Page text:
industries. This high fixed costs structure increases rivalry and causes airlines to invest heavily in developing tools to maximize capacity utilization (“Load Factor”). With only two global airline manufacturers (Boing & Airbus), differentiation between products offered by competitors is very low, leaving firms to differentiate via services (booking, boarding, baggage check, and in-flight services).
POWER OF SUPPLIERS
The power of suppliers in the airline industry is moderate. The main factors contributing to a moderate power of supplier is that there are only two global suppliers (Boing & Airbus) in the airline industry. With no alternative supplier, airlines become susceptible to suppliers maximizing profits and spreading increased costs downstream. Although airplane manufacturing is a highly consolidated industry, this does not give them complete control over the airlines. Airplane manufacturers only serve two markets, commercial airlines and government contracts. For this this reason, airplane manufacturers have a vested interest in the success of airlines. If the manufacturers/suppliers begin to eat too far into the airlines profits, the airlines will fold and leave the manufacturer with no buyer. There is also little threat of forward integration from the suppliers. High capital requirements, operating with economies of scale, and access to distribution points (“Hubs”) makes it tough for suppliers to forward integrate.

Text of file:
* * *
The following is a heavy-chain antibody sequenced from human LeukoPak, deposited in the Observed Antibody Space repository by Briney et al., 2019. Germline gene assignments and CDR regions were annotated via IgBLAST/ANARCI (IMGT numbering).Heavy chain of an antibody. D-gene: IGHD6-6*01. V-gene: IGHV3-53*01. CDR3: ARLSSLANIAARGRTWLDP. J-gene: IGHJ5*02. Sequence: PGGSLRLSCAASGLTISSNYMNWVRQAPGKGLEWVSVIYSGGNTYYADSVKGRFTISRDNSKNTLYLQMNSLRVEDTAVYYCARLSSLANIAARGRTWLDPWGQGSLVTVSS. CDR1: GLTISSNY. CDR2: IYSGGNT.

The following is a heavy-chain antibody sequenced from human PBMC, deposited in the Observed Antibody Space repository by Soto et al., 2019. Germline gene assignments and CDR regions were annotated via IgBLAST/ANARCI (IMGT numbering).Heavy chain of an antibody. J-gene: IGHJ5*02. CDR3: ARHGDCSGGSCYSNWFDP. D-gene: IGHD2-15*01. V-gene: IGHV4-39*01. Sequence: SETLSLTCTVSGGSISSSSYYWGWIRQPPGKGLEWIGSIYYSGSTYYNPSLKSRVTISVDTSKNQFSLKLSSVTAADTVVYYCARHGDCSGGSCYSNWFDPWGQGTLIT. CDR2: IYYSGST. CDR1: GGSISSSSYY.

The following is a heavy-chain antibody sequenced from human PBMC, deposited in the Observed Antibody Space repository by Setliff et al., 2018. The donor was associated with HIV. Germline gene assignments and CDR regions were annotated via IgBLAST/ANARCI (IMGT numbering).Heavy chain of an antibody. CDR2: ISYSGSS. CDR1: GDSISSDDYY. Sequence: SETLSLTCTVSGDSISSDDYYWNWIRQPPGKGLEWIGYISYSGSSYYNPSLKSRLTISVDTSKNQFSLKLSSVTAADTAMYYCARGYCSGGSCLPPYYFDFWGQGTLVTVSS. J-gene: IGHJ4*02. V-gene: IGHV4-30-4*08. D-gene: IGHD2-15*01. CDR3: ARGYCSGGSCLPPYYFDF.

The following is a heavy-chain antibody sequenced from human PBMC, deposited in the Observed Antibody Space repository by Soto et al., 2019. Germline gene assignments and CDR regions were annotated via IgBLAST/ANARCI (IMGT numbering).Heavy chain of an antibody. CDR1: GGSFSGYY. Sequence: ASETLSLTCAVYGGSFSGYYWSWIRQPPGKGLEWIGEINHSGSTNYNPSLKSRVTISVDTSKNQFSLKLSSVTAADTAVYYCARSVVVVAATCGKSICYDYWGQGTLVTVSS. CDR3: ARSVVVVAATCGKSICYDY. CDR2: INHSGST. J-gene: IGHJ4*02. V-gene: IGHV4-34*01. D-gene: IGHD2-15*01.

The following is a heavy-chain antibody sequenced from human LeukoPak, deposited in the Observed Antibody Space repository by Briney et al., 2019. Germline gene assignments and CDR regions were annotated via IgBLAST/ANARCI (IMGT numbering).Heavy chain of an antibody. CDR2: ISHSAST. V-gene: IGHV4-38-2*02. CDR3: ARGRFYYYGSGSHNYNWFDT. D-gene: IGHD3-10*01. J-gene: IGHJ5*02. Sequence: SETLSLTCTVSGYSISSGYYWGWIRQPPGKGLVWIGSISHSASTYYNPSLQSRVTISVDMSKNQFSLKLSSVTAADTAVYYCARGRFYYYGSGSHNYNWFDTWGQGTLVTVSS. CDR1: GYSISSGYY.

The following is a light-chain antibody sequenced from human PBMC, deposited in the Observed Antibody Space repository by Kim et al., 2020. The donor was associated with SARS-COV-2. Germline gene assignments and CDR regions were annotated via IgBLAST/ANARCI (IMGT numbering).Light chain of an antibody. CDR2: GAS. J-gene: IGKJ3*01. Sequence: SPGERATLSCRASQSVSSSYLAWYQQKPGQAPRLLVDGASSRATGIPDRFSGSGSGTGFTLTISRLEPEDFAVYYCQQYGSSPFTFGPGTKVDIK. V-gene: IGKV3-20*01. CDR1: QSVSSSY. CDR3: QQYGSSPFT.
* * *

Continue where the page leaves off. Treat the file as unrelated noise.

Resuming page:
POWER OF BUYERS
Buyer power in the airline industry is moderate. Price wars between competitors, low levels of differentiation in product, coupled with very low switching cost gives buyers strong influence over prices and services. Although buyers typically have a strong voice in product/service offerings, it is important to differentiate between two distinct sets of customers; customers traveling from rural areas to urban cities and travelers traveling from one urban city to another. Those traveling from city to city have many choices in the airline they wish to take thus leveraging a stronger influence on airlines. These high demand flights (for example; LA to NY or SF to NJ) are much more competitive and customers are willing to choose carriers depending on price. Travelers going from less dense rural areas to